The latest Graham Center One-Pager in the February 1 issue of AFP contained good news and bad news for Family Medicine. Examining the entry of medical students into residency programs between 2008 and 2018, Dr. Robert Baillieu and colleagues reported that the total number of graduates who entered Family Medicine through the National Residency Matching Program increased by 64% over the past decade. However, the annual proportion of U.S. allopathic (MD) graduates remained static at around 50%, reflecting the continued migration of most students into higher-paying medical subspecialties.
Two previous AFP Community Blog posts reviewed research demonstrating that students entering family medicine are more likely to make patient-centered, cost-conscious clinical decisions and that primary care physicians who trained in low-cost hospital service areas are more likely to provide high-value care in practice. The late health services researcher Barbara Starfield, MD, MPH once argued that a lack of investment in primary care is a major reason that the U.S. health system spends so much but produces poor outcomes:
The thing that is wrong with our current health care system is that it is not designed to produce the best effectiveness, efficiency and equity in health services because it is too focused on things that are unnecessary and of high cost rather than arranging services so that the most needed services are provided when needed and with high quality. [This] is the case because the country has not put sufficient emphasis during the past 50 years on a good infrastructure of primary care. ... We have done a reasonably good job at making subspecialty care available, but a lot of subspecialty care is not necessary if you have good primary care. So we end up with a very expensive system that does things unnecessarily.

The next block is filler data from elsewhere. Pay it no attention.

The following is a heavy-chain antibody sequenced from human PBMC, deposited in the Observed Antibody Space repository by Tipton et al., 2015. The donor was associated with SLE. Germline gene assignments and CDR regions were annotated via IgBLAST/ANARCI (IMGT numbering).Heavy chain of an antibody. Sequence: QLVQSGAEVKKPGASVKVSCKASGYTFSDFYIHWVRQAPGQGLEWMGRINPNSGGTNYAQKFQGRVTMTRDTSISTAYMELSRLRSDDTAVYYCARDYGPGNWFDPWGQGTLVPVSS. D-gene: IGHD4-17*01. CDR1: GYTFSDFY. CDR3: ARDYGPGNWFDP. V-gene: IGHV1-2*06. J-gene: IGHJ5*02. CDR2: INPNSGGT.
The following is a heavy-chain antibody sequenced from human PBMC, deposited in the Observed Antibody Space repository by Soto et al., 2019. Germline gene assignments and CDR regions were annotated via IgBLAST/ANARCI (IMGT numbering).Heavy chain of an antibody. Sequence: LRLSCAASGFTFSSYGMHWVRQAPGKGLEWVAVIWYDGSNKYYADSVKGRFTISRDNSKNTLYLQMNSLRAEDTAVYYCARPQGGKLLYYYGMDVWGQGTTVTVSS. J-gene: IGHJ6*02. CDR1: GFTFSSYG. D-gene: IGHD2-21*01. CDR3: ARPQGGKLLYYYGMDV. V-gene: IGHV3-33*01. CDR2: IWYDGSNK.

In a recent nationally representative study in JAMA Internal Medicine, Dr. David Levine and colleagues examined associations between receipt of outpatient primary care and care value and patient experience. Using Dr. Starfield's definition of primary care as "first-contact care that is comprehensive, continuous, and coordinated," the authors compared the quality and experience of care in more than 70,000 U.S. adults with and without primary care who participated in the Medical Expenditure Panel Survey from 2012 to 2014. 70% of the primary care clinicians identified by patients were family physicians (19% were general internists). After adjustment for potential sources of confounding, respondents with primary care were more likely to receive high-value preventive care and counseling and to report better patient experiences than those without primary care. However, respondents with primary care were also slightly more likely to receive low-value prostate cancer screening and antibiotics for respiratory infections.
In an accompanying editorial that noted the disparity in primary care investment between the U.S. (7% of total health care spending) and the health systems of other industrialized nations (20%), Dr. Allan Goroll asked: "Does primary care add sufficient value to deserve better funding?" Although this formulation recognizes that the American status quo is a subspecialist-oriented health system, it seems to me that the question ought to be, "Does subspecialist medical care add sufficient value to primary care be worth the added cost?" From this study and previously published evidence, the answer appears to be no.